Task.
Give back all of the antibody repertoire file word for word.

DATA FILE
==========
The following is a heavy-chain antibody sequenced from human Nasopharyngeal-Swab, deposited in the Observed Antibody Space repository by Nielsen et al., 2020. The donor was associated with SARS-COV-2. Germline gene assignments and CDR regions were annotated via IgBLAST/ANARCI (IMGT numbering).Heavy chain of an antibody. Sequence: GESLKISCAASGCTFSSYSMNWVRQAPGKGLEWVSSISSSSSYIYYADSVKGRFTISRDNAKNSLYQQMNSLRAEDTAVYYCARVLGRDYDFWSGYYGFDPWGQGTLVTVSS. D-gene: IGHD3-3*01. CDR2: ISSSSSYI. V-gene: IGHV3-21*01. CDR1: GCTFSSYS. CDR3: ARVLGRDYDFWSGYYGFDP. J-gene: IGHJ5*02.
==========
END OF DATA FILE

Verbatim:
The following is a heavy-chain antibody sequenced from human Nasopharyngeal-Swab, deposited in the Observed Antibody Space repository by Nielsen et al., 2020. The donor was associated with SARS-COV-2. Germline gene assignments and CDR regions were annotated via IgBLAST/ANARCI (IMGT numbering).Heavy chain of an antibody. Sequence: GESLKISCAASGCTFSSYSMNWVRQAPGKGLEWVSSISSSSSYIYYADSVKGRFTISRDNAKNSLYQQMNSLRAEDTAVYYCARVLGRDYDFWSGYYGFDPWGQGTLVTVSS. D-gene: IGHD3-3*01. CDR2: ISSSSSYI. V-gene: IGHV3-21*01. CDR1: GCTFSSYS. CDR3: ARVLGRDYDFWSGYYGFDP. J-gene: IGHJ5*02.